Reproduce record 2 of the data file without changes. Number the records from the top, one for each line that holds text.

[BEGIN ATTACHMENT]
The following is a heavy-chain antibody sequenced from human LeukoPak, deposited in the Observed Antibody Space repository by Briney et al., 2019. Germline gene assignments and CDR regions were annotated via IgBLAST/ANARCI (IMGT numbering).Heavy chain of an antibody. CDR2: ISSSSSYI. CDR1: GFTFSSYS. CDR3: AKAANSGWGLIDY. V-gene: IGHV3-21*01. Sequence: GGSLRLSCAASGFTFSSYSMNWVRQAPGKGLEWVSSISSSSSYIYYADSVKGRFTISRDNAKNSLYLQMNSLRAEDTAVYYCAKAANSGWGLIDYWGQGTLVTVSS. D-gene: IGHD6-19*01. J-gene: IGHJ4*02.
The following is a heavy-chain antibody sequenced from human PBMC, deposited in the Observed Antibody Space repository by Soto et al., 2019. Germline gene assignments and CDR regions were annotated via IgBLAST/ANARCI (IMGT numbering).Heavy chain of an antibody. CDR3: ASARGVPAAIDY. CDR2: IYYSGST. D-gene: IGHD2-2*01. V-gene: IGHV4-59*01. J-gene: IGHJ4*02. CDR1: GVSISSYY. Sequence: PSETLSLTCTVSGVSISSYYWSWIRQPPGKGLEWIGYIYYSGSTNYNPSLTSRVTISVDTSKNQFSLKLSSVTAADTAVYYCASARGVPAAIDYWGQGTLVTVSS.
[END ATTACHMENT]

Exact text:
The following is a heavy-chain antibody sequenced from human PBMC, deposited in the Observed Antibody Space repository by Soto et al., 2019. Germline gene assignments and CDR regions were annotated via IgBLAST/ANARCI (IMGT numbering).Heavy chain of an antibody. CDR3: ASARGVPAAIDY. CDR2: IYYSGST. D-gene: IGHD2-2*01. V-gene: IGHV4-59*01. J-gene: IGHJ4*02. CDR1: GVSISSYY. Sequence: PSETLSLTCTVSGVSISSYYWSWIRQPPGKGLEWIGYIYYSGSTNYNPSLTSRVTISVDTSKNQFSLKLSSVTAADTAVYYCASARGVPAAIDYWGQGTLVTVSS.